The first black person to hold a top-level government position was appointed to lead the National Labor Relations Board (NLRB) on Monday, marking a significant milestone in US history for women and racial minorities.
Lori Dye, a lawyer and retired professor at the University of Michigan Law School, became the first African-American woman to hold the top US government job in January, when she was nominated to serve as the agency’s director by President Donald Trump.
A lawyer for Trump said she would “fight to the end” to ensure the NLRB does not allow any “other gender to get ahead” at the agency.
“The president is making history,” said Rep. Grace Meng, a Democrat from New York who was nominated by the president.
“This is a first in the country, and we’re excited that she will be the first person of color to serve in the top post of the NLB.”
The nomination comes as the US grapples with the rise of a new strain of racism and sexism, which has fueled protests over a series of police killings and deaths of unarmed black men and women, including Alton Sterling, the Louisiana police officer who died in July after being shot dead by a white police officer.
Some Republicans have also called for the NLBs top job to be filled by a black woman.
The White House on Monday also appointed Rep. Katherine Clark, a Georgia Democrat who was appointed by President Barack Obama in 2014, to head the Equal Employment Opportunity Commission.
“Today marks a landmark moment in our nation’s history and an important step toward achieving the equality our nation seeks,” Clark said in a statement.
“The EEOC is a leader in advancing civil rights across our country and I am committed to ensuring its continued success.”
Dye, who was the first openly transgender woman to serve on the NLBS, was one of six women in the agency who won the job in November.
The other four were nominated by Republican presidents in the past.
Dye said she was “very excited” to have been nominated to the job, adding that she has “always wanted to work for the government”.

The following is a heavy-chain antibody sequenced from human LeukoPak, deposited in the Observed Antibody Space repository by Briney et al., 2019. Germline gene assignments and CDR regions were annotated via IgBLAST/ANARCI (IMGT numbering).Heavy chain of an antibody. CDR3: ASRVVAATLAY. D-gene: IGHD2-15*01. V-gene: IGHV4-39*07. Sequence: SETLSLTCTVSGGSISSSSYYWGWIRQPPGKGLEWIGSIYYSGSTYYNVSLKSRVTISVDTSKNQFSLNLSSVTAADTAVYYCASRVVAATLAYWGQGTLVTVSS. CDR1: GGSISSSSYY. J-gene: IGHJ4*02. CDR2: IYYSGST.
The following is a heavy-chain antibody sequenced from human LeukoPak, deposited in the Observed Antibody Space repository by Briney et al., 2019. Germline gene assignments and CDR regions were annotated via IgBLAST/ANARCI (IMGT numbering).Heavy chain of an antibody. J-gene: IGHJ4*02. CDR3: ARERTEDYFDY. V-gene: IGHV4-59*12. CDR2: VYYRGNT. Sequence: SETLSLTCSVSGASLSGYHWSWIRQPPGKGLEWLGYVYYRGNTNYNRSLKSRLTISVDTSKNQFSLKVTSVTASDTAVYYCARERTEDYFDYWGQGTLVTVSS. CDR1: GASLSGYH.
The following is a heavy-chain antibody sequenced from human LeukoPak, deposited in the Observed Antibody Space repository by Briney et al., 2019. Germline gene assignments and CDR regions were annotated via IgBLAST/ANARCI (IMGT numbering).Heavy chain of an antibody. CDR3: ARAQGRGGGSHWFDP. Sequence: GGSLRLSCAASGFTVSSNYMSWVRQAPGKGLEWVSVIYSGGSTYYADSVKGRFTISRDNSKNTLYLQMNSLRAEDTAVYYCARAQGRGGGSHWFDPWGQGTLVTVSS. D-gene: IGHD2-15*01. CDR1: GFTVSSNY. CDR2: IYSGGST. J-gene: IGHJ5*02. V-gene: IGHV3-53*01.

“I’m thrilled to be the newest face of the agency, and I know that I can bring an extraordinary level of integrity to my new position,” she said.
“I am looking forward to working with my new colleagues and colleagues of all races and backgrounds.”
The NLRB has been a central part of the civil rights movement and a symbol of the power of black women in America, with former President Barack Trump and many other prominent figures including civil rights icon Medgar Evers serving on the agency as senior staff members.
But Dye has become a political lightning rod in recent months as the Republican-led Congress has repeatedly called for her resignation, citing her role in the controversial “Stand Your Ground” law that she supported as a member of the US House of Representatives.
She has also come under fire for her treatment of Black people at work, and her handling of complaints about racist harassment at the department.
The nomination, however, does not necessarily mean Dye will be able to run for office.
The NLB will elect three members, and only one can serve for three terms.
One of those seats, which would be vacated if Dye resigned, would then be filled with a candidate who is not a member, according to the law.
Dishonoring Dye’s nomination was also a setback for the Democratic Party, which is trying to win back the House from the Republicans, a key battleground in the 2020 election.
Democratic Senate leaders have vowed to block any attempts to appoint a black person at the NLBA, saying they are “disappointed” with the decision to name a white woman to lead it.
“We expect the administration to immediately remove Ms Dye from the NLLB and we remain steadfast in our commitment to ensuring that the NLBE is a fair and impartial agency,” Democratic Sen. Cory Booker, who is also running for Senate, said in an emailed statement.
“No one deserves to be ignored or discriminated against by a federal agency,” Booker said.
The appointment of Dye marks a significant victory for women who are often at the front lines of civil rights battles.
She is one of the few African-Americans to hold top government positions and has worked in government for more than 40 years, including as a top official at the National Security Agency.
In 2014, Dye joined with other Democratic senators to form the Congressional Black Caucus, which led the fight for passage of the “Stand your ground” law, which allows police officers to use deadly force against suspects who have no visible weapon.
The legislation was struck down by the Supreme Court in 2015 and Dye said at the time that she believed that “the law has no place in the United States of America”.
“It is the duty of Congress to ensure that the laws we pass, and the rules we use to govern the country reflect the values and beliefs of our diverse communities,” she wrote in a 2014